Smartphone displays have rapidly improved at every single price point. Inexpensive smartphones often compromised on display quality, which ended up hurting much of the overall experience. However, even inexpensive smartphones now ship with IPS displays and high enough resolutions to render text without overwhelming aliasing.

The Lumia 640 has a 5" 1280x720 IPS display. At 294 pixels per inch, it’s fairly sharp for a phone of this price. It’s obviously not some 2560x1440 flagship phone, but I never felt like text appeared fuzzy or highly aliased. To evaluated the aspects of display quality beyond what you’ll see on a spec sheet we turn to our standard smartphone display tests. As always, measurements are performed with X-Rite's i1Pro 2 spectrophotometer and SpectraCal's CalMAN 5 software, with the exception of contrast measurements which are done with an i1Display Pro colorimeter.

Display - Max Brightness

Display - Black Levels

Display - Contrast Ratio

437 nits is a fairly good result for peak brightness. It’s not quite as high as the 500 and 600nit displays that you’ll see on flagship phones, but it’s noticeably higher than many other devices at this price point. The contrast is also pretty good. While the black level isn’t even close to the lowest we’ve seen, when you consider that many devices use CABC to cheat on contrast it’s actually a relatively good result.

Display - White Point

Display - Grayscale Accuracy

The greyscale results on the Lumia 640 are exceptional. RGB balance is great at every shade of grey, with only a very slight shift toward blue. All of the errors will only be visible if you compare static images with a reference monitor. There’s not much more to be said, as the greyscale accuracy on this display is essentially perfect.

Display - Saturation Accuracy

The next test examines saturations of primary and secondary colors on the display in increments of 20%. In this test the Lumia 640 does very well. There are definitely some issues with blue and magenta, and the fact that cyan maxes out at 80% saturation, but the overall accuracy is very good.

Display - GMB Accuracy

The final display benchmark is the Gretag MacBeth ColorChecker test. This test examines colors that are commonly found in the real world, and it’s the best benchmark of display color rendition. A display can hit its saturation targets accurately but fail to reproduce these color mixtures properly.

Fortunately, the Lumia 640 suffers from no such issues. Most of the colors are reproduced with a high degree of accuracy, with the big errors being in shades of blue. Skin tones are very well reproduced, which is something I’ve seen other devices struggling with in recent reviews.

Overall, the Lumia 640’s display is very good, and I would go as far as to say that it’s one of the best displays on a phone at this price point. It performs well in every category, from brightness, to contrast, to color accuracy, and the resolution is high enough to keep everything looking fairly sharp. I think Lumia 640 users will be very happy with the display on their phone.

System Performance Camera Architecture and UX


View All Comments

  • WinterCharm - Tuesday, June 9, 2015 - link

    That's a really nice phone for the price! :D

    Great look and design, too!
  • JohanAnandtech - Tuesday, June 9, 2015 - link

    That kind of performance is going to get frustrating pretty quickly. Simply using some kind of navigation will quickly show the limits of using an A7 core. Reply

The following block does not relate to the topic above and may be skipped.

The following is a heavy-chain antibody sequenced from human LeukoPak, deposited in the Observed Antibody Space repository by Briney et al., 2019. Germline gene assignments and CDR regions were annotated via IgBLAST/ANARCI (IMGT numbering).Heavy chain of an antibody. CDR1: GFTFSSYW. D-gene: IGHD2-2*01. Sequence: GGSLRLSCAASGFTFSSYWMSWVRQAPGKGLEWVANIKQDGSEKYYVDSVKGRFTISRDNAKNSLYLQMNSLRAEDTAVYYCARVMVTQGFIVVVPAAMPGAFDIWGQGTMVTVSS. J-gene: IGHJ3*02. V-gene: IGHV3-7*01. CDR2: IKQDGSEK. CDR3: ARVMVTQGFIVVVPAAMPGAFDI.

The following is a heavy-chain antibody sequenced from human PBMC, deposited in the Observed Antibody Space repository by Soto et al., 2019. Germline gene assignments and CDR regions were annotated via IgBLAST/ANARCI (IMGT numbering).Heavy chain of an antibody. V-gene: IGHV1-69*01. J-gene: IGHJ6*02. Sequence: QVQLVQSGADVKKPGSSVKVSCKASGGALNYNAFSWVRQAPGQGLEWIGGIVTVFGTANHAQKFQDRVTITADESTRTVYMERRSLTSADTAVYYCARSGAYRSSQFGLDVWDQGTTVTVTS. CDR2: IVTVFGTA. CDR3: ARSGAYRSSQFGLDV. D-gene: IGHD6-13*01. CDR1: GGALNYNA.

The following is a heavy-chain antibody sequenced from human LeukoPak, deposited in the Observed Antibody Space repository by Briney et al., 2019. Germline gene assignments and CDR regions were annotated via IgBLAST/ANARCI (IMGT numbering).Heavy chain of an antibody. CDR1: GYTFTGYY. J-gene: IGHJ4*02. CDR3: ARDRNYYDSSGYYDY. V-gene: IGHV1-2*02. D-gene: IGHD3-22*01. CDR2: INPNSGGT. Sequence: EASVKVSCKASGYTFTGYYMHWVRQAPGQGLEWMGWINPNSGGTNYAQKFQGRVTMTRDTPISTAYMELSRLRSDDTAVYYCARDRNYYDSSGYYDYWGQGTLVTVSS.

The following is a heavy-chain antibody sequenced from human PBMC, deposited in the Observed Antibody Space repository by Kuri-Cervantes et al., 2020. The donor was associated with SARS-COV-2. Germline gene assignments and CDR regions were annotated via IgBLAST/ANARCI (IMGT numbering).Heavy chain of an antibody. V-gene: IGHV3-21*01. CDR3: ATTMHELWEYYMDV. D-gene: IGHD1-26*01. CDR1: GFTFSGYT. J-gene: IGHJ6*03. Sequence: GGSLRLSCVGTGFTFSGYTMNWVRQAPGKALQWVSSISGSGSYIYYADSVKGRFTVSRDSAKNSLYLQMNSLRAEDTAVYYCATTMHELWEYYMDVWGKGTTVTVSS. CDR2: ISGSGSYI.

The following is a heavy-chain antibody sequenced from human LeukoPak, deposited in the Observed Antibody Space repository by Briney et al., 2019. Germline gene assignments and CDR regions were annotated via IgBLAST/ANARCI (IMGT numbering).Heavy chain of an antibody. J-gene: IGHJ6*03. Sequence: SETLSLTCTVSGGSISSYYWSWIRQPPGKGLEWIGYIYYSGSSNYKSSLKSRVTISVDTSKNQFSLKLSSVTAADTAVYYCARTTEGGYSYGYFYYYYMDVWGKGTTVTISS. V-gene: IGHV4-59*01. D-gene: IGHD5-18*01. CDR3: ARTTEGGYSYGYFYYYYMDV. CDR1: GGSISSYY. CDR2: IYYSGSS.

• Wolfpup - Tuesday, June 9, 2015 - link

    On Android an A9 is dirt slow, while it's not bad running real Windows, much less Windows Phone.

    I've got a 520 and a 635, and the A7 isn't an issue in the 635 at all...at least not for the stuff most people do (certainly including navigation software). This 640 looks like an awesome extension...2x the RAM and a larger screen. Naturally it's coming out not long after I bought a spare 635 lol
  • jospoortvliet - Thursday, June 11, 2015 - link

    As the review makes clear - Windows Phone lost its advantages in terms of performance... Reply
  • jakoh - Thursday, June 11, 2015 - link

    The review compares the 640 to a bunch of high spec'd android and IOS, it doesnt show that WP can run smoothly even on crappy specs. Reply
  • leexgx - Thursday, June 11, 2015 - link

    i do agree i got a nokia 820 seems to work well
    But the Main problem with windows phones is lack of ram some times background tabs are deep suspended and take to long to restore i ignore any windows phone with 512mb of ram but would recommend 2GB as a minimum
  • darkich - Friday, June 12, 2015 - link

    You clearly didn't even read the article.

    The author was specifically comparing this to low end Motorola moto E performance wise.

    And he stated for several times that the whole OS and browser feel really slow in comparison.
  • SirPerro - Monday, June 15, 2015 - link

    "I mentioned in my Moto E review that for a long time I recommended that users who wanted a cheaper smartphone go with Windows Phone over Android, because at the time the options on Android were janky, slow, and offered a poor experience. I can’t make that recommendation anymore, because the app gap is still here, while the experience gap in favor of Windows Phone is gone."

    Article is loud and clear
  • Murloc - Tuesday, June 9, 2015 - link

    not really, I have a 635 and the experience is fluid. Reply
  • testbug00 - Tuesday, June 9, 2015 - link

    Really? L520 running quite smoothly through everything I throw at it (web browsing, some music playing, few notes in OneNote) andf it's a dual core A7 chipset (SD200).


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